by: Dave O'Meara [ ]
Originally published on:
HistoryDesigned in 1932, Breda 20/65 was adopted by the Italian armed forces in 1935, it was the one of two 20 mm anti-aircraft guns used by Italy during World War II. Designed as a dual purpose weapon for use against both aircraft and ground targets, it was effective against light tanks, with the armor piercing round being able to penetrate 30 millimeters of armor at a range of 500 meters. It had a two-wheeled trailer, but due to its structural weakness that limited the towing speed to 20 km/h, the weapon was usually transported on a truck bed instead.
the kitSo what’s in the box?
Well of course you get the Breda 20/65. Molded in a light grey plastic, Italeri has done a nice job on the gun itself and the carriage. Fifty five finely molded and detailed parts make up the gun and carriage, which can be built either as towed or deployed. Two versions can also be built; one appears to be for ground targets, the other set up in the anti aircraft role. (Believe me, I’m not expert on anything Italian even though I live in “Jersey”, but do love the food and women!)
General ImpressionsNow for the letdown after the good points, and humor, the servants, I guess the stubborn mule counts as a servant, or figure, since the box says THREE figures. You get two figures, one pushing the gun, and one pulling the mule.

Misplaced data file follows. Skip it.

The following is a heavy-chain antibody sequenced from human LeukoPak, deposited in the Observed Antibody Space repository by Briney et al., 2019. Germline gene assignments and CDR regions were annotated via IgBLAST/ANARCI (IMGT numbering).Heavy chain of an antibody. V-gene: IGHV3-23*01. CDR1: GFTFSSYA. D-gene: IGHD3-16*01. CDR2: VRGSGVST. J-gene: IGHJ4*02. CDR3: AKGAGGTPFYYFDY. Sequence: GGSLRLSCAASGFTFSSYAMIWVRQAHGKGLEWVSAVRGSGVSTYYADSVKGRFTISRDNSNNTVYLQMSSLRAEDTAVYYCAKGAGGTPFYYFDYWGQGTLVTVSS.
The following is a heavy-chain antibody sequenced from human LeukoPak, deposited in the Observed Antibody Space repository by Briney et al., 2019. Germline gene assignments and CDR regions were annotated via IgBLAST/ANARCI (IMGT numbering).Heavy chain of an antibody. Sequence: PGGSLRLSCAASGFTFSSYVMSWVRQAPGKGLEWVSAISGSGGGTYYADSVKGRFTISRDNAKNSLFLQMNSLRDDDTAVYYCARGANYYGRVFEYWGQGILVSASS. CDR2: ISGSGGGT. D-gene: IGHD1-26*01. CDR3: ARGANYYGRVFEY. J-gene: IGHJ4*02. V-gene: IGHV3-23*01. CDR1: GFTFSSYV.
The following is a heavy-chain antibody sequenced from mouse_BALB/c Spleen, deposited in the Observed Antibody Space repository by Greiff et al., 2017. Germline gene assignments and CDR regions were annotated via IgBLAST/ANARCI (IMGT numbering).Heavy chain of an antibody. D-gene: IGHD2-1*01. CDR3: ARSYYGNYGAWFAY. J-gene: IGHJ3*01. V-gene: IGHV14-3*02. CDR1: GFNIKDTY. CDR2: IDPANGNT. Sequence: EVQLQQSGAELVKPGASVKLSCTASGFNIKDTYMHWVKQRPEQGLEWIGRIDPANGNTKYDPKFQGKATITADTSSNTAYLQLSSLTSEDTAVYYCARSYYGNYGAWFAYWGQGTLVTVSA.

I have to say if you were expecting Dragon figures you are surely going to go into a massive depression, if on the other hand you were expecting typical Italeri figures, your expectation will surely be met. The pushing guy consists of one body, two arms, and a helmet and backpack. The pulling dude is a one piece molding, helmet, and backpack. Two rifles are also included. A little old fashion file and knife work will certainly be needed to brings these guys up to snuff.
The Mule is pretty neat, having a typical stubborn mule stance, consisting of two halves, a tail, mane, saddle, and frame for towing, He is sure to show up in other places besides fighting with these two Italians. The weapon will make a nice stand alone piece for those so inclined.
Since the Commonwealth forces captured large numbers of these weapons in North Africa, and used them in great numbers, I expect to see a few Australian troops gathered around one of these in vignettes and dioramas soon.
ConclusionIt’s a shame Italeri doesn’t bring their figure sculpting into the 21 century, or at least subcontract it to another company, and just concentrate on doing vehicles, boats, etc.
I bought this set from Squadron, cost was $19.80
No Italians or animals were harmed in the making of this review.